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ZOTAC Magnus ER51070 review: Age can’t stop this compact powerhouse

Our Rating :
Price when reviewed : £1015
inc VAT

4K gaming and quality physical design carry this barebones PC, but the CPU is showing its age


  • Great for VR
  • Remarkably compact
  • Strong graphical performance


  • Outdated CPU

We had plenty of good things to say about Zotac’s Magnus ER51060. Despite being a barebones system with no RAM, storage or operating system included in its £699 price, we were more than satisfied with the gaming prowess of its 3GB GTX 1060 graphics card and the multitasking power of its Ryzen 5 1400 processor.

This time, it’s the Magnus ER51070’s turn and, besides having a GTX 1070 GPU instead of the GTX 1060, it’s an essentially identical system. That would seem to put it in good stead, although there are a couple of things working against it. First, the price: finding the Magnus ER51070 at a low price, from a reputable UK vendor, is surprisingly tricky, and with the Magnus ER51060 still being sold for around £750, it’s a massive jump just for a graphics card upgrade.

Second, the competition is a lot tougher this year. The Intel NUC Kit is bringing both Core i7 CPU power and 1080p gaming potential in a PC that’s both cheaper and smaller, while the MSI Trident 3 Arctic – a fully built small form factor PC – has the specifications to bother the Magnus ER51070 in the high-performance stakes.

READ NEXT: MSI Trident 3 Arctic review

ZOTAC Magnus ER51070 review: Benchmarks

On that note, the Ryzen 5 1400 is not the perky all-rounder it once was, at least not by late-2018 standards. Running our 4K benchmarks with 8GB of DDR4 memory, the Magnus ER51070 scored 100 in the image test, 116 in the video test, 106 in the multitasking test and 108 overall.

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In fairness, this represents very decent everyday computing power, tangibly more so than the Lenovo IdeaCentre 620S. It compares less favourably to more recent rivals, however. The NUC Kit, which runs on what is basically a transplanted laptop chip, beats it with 136 overall, while the Trident 3 Arctic dominates with a final score of 217.

ZOTAC Magnus ER51070 review: Performance

It’s up to the GTX 1070 to preserve the Magnus ER51070’s performance credentials, and at least it’s more successful than the CPU. In the punishing Metro: Last Light Redux benchmark, this boxy PC is ahead of the pack, including the Trident 3 Arctic. With maxed-out settings, it put in strong showings of 64fps at 1,920×1,080, 38fps at 2,560×1,440 and 17fps at 3,840×2,160. You might point out that 17fps isn’t playable by any stretch, but simply disabling SSAA bumps this up to a reasonable 34fps without much visual downgrading at all. The same is true at 1440p: switching off SSAA boosts performance to 69fps, and the resolution is still high enough for edges not to appear jagged.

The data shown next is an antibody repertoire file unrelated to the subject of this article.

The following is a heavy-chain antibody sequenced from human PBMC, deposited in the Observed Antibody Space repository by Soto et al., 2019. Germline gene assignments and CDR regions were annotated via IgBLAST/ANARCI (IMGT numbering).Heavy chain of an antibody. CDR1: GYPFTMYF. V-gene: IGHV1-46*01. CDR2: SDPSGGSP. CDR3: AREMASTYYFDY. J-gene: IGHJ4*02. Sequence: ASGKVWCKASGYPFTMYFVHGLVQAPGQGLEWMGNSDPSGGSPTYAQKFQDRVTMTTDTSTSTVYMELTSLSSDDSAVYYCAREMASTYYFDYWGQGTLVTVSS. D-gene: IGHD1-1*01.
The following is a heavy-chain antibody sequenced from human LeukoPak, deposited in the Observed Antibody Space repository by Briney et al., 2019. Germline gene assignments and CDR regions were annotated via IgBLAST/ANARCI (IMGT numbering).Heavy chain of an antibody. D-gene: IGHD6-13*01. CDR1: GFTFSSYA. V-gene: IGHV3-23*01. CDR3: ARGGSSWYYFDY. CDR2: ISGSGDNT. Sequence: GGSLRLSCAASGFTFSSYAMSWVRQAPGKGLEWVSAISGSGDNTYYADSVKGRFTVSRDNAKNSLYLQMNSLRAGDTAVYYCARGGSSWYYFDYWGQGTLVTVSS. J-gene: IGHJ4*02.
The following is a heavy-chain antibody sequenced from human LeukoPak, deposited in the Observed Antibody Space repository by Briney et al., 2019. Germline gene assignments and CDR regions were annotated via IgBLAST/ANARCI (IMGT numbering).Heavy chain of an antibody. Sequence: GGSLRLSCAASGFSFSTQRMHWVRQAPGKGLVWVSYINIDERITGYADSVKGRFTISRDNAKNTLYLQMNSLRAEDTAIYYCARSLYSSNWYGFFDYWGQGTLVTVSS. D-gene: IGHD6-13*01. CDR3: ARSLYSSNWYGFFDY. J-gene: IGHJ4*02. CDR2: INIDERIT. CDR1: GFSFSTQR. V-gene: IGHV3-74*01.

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Dirt: Showdown paints a more complex picture. The ER51070 is undoubtedly superior at 4K resolution, where it beat both the Trident 3 and the NUC Kit by achieving a smooth 66fps, but its 1080p and 1440p results were lower than expected, at 105fps and 99fps respectively. In both cases, the Trident 3 Arctic is faster and, as we said in its own review, this is most likely down to Dirt’s heavy reliance on CPU power in addition to the usual GPU heft. The Core i7-8700 is several leagues ahead of the Ryzen 5 1400, so in this and likely other CPU-heavy games, the GTX 1070 alone won’t be reaching its full potential.

ZOTAC Magnus ER51070 review: Hardware

That’s unfortunate, as it is fairly impressive that Zotac was able to squeeze such a large graphics card into a case this size. It also makes the Magnus ER51070 one of the very best cube PCs for virtual reality. Its SteamVR Performance Test result of 10.5 is nearly a perfect score, and easily bests the Trident 3 Arctic’s 7.8 and the NUC Kit’s 4.3.

There’s only one HDMI output at the back, so when plugging in a headset you’ll need to make sure your monitor is hooked up via one of the three Display Ports or the single DVI-D output. That’s still a good mix, and connectivity is well handled across the board. There are enough USB ports for multiple peripherals, with four USB3s on the rear, and single USB3.1 and Type-C ports on the front, while a 3-in-1 SD card reader makes it easy to transfer photos and videos.

Dual Ethernet ports are another nice touch – ideal for setting up a redundant connection in case one fails, or simply for connecting a NAS drive – and 802.11ac Wi-Fi is enabled, too, thanks to an internal M.2 card and two screw-on antennas.

Since this shares a chassis design with the ER51060, opening it up it is just as idiot-proof: all you have to do is unscrew the four feet, which double as thumbscrews, and lift off the base. From here, the two SO-DIMM RAM slots, single M.2 slot and 2.5in storage drive bay are free to do with as you wish – there’s no immediate access to the CPU or graphics, but everything you need for the initial setup is right under the base.

READ NEXT: PC Specialist Official ESL Certified Gaming PC review

ZOTAC Magnus ER51070 review: Verdict

Much of the Magnus ER51070 still stands up over time, to be sure – if only it had a CPU more befitting of its stature. As it stands, the NUC Kit is more appealing as a basic barebones system, and the Trident 3 Arctic serves almost as well for AAA gaming, while having far more multitasking ability to boot. Here’s hoping for a processor refresh, as most of the ingredients for greatness are already here.

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ZOTAC Magnus ER51070 specifications
ProcessorAMD Ryzen 5 1400 3.2GHz
Memoryup to 32GB
GraphicsZOTAC GeForce GTX 1070 8GB
Storage1 x SATA HDD/SSD bay
Power supplyN/A
Dimensions225 x 203 x 128mm (WxDxH)
Operating systemWindows 10

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